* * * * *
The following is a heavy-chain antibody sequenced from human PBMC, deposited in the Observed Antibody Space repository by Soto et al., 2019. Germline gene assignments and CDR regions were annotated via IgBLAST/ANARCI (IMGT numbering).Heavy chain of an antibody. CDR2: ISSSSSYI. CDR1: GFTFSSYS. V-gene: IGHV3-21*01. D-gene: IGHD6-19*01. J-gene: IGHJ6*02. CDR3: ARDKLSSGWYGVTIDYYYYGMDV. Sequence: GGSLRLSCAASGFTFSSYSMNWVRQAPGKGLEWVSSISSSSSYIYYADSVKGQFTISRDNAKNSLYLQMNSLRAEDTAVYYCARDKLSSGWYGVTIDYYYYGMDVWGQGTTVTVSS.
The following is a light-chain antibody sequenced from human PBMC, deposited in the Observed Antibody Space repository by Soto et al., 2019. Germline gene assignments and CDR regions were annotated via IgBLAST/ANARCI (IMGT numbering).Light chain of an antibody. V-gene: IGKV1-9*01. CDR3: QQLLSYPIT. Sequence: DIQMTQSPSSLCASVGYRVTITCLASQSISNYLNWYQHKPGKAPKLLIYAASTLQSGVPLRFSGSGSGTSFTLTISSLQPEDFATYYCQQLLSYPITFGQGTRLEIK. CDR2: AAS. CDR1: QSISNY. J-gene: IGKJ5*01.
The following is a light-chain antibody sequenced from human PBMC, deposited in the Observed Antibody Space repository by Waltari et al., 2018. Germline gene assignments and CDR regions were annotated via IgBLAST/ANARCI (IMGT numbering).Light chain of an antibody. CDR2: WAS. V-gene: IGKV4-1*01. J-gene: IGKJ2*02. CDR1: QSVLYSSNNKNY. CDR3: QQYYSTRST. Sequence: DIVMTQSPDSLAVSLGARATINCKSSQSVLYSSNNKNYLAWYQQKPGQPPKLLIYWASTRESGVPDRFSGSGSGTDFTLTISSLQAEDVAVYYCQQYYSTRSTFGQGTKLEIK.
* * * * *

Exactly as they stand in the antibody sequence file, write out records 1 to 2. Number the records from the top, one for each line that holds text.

The following is a heavy-chain antibody sequenced from human PBMC, deposited in the Observed Antibody Space repository by Soto et al., 2019. Germline gene assignments and CDR regions were annotated via IgBLAST/ANARCI (IMGT numbering).Heavy chain of an antibody. CDR2: ISSSSSYI. CDR1: GFTFSSYS. V-gene: IGHV3-21*01. D-gene: IGHD6-19*01. J-gene: IGHJ6*02. CDR3: ARDKLSSGWYGVTIDYYYYGMDV. Sequence: GGSLRLSCAASGFTFSSYSMNWVRQAPGKGLEWVSSISSSSSYIYYADSVKGQFTISRDNAKNSLYLQMNSLRAEDTAVYYCARDKLSSGWYGVTIDYYYYGMDVWGQGTTVTVSS.
The following is a light-chain antibody sequenced from human PBMC, deposited in the Observed Antibody Space repository by Soto et al., 2019. Germline gene assignments and CDR regions were annotated via IgBLAST/ANARCI (IMGT numbering).Light chain of an antibody. V-gene: IGKV1-9*01. CDR3: QQLLSYPIT. Sequence: DIQMTQSPSSLCASVGYRVTITCLASQSISNYLNWYQHKPGKAPKLLIYAASTLQSGVPLRFSGSGSGTSFTLTISSLQPEDFATYYCQQLLSYPITFGQGTRLEIK. CDR2: AAS. CDR1: QSISNY. J-gene: IGKJ5*01.